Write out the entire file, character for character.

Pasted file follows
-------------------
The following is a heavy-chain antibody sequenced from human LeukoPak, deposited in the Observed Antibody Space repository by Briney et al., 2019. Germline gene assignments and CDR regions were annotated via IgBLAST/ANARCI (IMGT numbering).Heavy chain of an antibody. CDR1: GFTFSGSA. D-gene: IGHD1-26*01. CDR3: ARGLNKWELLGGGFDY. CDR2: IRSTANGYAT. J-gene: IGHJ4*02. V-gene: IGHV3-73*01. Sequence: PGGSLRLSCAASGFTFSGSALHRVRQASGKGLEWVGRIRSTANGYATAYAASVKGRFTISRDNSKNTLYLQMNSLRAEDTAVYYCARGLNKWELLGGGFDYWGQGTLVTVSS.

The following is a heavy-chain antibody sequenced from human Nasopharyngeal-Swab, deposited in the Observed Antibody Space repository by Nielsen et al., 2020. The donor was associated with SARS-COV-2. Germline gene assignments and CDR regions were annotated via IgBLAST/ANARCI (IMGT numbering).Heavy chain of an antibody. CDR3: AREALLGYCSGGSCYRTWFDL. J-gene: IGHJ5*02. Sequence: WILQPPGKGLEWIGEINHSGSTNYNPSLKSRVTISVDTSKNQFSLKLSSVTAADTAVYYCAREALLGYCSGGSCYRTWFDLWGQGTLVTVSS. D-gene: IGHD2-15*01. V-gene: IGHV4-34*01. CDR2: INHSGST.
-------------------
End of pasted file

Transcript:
The following is a heavy-chain antibody sequenced from human LeukoPak, deposited in the Observed Antibody Space repository by Briney et al., 2019. Germline gene assignments and CDR regions were annotated via IgBLAST/ANARCI (IMGT numbering).Heavy chain of an antibody. CDR1: GFTFSGSA. D-gene: IGHD1-26*01. CDR3: ARGLNKWELLGGGFDY. CDR2: IRSTANGYAT. J-gene: IGHJ4*02. V-gene: IGHV3-73*01. Sequence: PGGSLRLSCAASGFTFSGSALHRVRQASGKGLEWVGRIRSTANGYATAYAASVKGRFTISRDNSKNTLYLQMNSLRAEDTAVYYCARGLNKWELLGGGFDYWGQGTLVTVSS.

The following is a heavy-chain antibody sequenced from human Nasopharyngeal-Swab, deposited in the Observed Antibody Space repository by Nielsen et al., 2020. The donor was associated with SARS-COV-2. Germline gene assignments and CDR regions were annotated via IgBLAST/ANARCI (IMGT numbering).Heavy chain of an antibody. CDR3: AREALLGYCSGGSCYRTWFDL. J-gene: IGHJ5*02. Sequence: WILQPPGKGLEWIGEINHSGSTNYNPSLKSRVTISVDTSKNQFSLKLSSVTAADTAVYYCAREALLGYCSGGSCYRTWFDLWGQGTLVTVSS. D-gene: IGHD2-15*01. V-gene: IGHV4-34*01. CDR2: INHSGST.